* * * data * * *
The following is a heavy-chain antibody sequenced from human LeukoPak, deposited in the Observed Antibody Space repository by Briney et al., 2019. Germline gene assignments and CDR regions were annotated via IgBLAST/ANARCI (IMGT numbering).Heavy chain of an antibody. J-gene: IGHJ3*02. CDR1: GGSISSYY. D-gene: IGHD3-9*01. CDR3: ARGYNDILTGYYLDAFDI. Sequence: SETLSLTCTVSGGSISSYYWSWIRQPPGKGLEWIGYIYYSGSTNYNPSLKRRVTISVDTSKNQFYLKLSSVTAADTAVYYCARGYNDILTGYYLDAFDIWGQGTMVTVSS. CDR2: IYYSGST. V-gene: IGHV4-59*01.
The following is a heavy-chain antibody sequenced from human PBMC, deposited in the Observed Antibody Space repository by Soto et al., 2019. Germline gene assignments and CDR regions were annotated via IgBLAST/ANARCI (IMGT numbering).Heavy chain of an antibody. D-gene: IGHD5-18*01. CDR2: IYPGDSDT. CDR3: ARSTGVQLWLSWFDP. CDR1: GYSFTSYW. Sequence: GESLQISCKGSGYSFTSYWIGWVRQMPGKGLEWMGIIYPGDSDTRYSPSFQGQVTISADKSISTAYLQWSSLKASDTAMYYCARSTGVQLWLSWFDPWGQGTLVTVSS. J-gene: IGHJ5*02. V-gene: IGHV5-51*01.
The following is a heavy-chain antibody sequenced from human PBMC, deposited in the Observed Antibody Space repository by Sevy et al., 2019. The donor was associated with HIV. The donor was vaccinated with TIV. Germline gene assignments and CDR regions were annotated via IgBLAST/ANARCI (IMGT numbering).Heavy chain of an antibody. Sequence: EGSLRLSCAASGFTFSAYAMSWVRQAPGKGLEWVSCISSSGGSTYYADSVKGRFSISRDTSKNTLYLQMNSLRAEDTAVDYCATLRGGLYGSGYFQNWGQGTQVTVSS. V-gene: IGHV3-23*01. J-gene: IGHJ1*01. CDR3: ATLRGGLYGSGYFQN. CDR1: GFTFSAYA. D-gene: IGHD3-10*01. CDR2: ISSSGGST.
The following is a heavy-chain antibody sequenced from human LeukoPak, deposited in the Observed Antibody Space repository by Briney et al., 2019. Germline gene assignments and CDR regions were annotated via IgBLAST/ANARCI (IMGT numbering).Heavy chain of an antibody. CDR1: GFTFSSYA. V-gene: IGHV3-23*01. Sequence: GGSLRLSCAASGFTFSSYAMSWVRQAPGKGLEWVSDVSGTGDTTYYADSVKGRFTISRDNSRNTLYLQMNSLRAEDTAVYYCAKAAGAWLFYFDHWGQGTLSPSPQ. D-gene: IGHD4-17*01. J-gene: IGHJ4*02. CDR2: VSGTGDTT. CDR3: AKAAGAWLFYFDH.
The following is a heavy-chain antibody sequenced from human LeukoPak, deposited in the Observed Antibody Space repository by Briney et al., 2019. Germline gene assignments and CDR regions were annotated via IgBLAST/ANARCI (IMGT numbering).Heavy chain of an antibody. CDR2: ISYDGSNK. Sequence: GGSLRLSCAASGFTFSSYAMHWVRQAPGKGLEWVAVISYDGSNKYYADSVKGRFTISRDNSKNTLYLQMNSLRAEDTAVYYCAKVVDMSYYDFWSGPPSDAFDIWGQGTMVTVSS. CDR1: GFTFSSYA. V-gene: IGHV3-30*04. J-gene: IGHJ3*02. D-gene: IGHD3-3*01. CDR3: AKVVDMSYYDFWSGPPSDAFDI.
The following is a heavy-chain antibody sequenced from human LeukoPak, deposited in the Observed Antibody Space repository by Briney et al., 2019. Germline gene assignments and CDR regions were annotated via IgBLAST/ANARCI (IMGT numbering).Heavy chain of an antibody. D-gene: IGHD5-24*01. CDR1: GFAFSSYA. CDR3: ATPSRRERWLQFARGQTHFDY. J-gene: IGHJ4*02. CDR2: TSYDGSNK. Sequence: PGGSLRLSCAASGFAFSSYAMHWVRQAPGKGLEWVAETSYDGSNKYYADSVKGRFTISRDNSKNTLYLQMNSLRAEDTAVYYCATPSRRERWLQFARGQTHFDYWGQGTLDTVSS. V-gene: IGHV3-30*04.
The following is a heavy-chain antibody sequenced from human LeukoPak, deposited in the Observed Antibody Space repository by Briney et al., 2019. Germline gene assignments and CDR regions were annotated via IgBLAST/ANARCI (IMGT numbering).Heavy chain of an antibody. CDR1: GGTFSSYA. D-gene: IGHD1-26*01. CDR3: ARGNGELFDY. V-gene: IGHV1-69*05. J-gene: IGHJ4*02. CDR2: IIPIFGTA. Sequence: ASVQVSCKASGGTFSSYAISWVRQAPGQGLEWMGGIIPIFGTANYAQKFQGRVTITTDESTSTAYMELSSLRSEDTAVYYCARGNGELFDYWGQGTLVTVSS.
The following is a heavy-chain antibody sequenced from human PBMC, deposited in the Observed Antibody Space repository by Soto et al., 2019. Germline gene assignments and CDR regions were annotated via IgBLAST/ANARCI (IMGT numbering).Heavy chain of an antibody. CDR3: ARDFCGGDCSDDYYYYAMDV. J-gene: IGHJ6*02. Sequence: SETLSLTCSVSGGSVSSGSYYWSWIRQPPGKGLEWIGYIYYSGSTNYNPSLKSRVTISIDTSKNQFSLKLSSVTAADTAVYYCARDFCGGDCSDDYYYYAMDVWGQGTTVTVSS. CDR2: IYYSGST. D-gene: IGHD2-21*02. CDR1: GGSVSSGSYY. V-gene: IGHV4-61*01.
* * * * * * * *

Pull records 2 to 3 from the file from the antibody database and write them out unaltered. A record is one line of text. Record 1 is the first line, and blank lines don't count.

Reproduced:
The following is a heavy-chain antibody sequenced from human PBMC, deposited in the Observed Antibody Space repository by Soto et al., 2019. Germline gene assignments and CDR regions were annotated via IgBLAST/ANARCI (IMGT numbering).Heavy chain of an antibody. D-gene: IGHD5-18*01. CDR2: IYPGDSDT. CDR3: ARSTGVQLWLSWFDP. CDR1: GYSFTSYW. Sequence: GESLQISCKGSGYSFTSYWIGWVRQMPGKGLEWMGIIYPGDSDTRYSPSFQGQVTISADKSISTAYLQWSSLKASDTAMYYCARSTGVQLWLSWFDPWGQGTLVTVSS. J-gene: IGHJ5*02. V-gene: IGHV5-51*01.
The following is a heavy-chain antibody sequenced from human PBMC, deposited in the Observed Antibody Space repository by Sevy et al., 2019. The donor was associated with HIV. The donor was vaccinated with TIV. Germline gene assignments and CDR regions were annotated via IgBLAST/ANARCI (IMGT numbering).Heavy chain of an antibody. Sequence: EGSLRLSCAASGFTFSAYAMSWVRQAPGKGLEWVSCISSSGGSTYYADSVKGRFSISRDTSKNTLYLQMNSLRAEDTAVDYCATLRGGLYGSGYFQNWGQGTQVTVSS. V-gene: IGHV3-23*01. J-gene: IGHJ1*01. CDR3: ATLRGGLYGSGYFQN. CDR1: GFTFSAYA. D-gene: IGHD3-10*01. CDR2: ISSSGGST.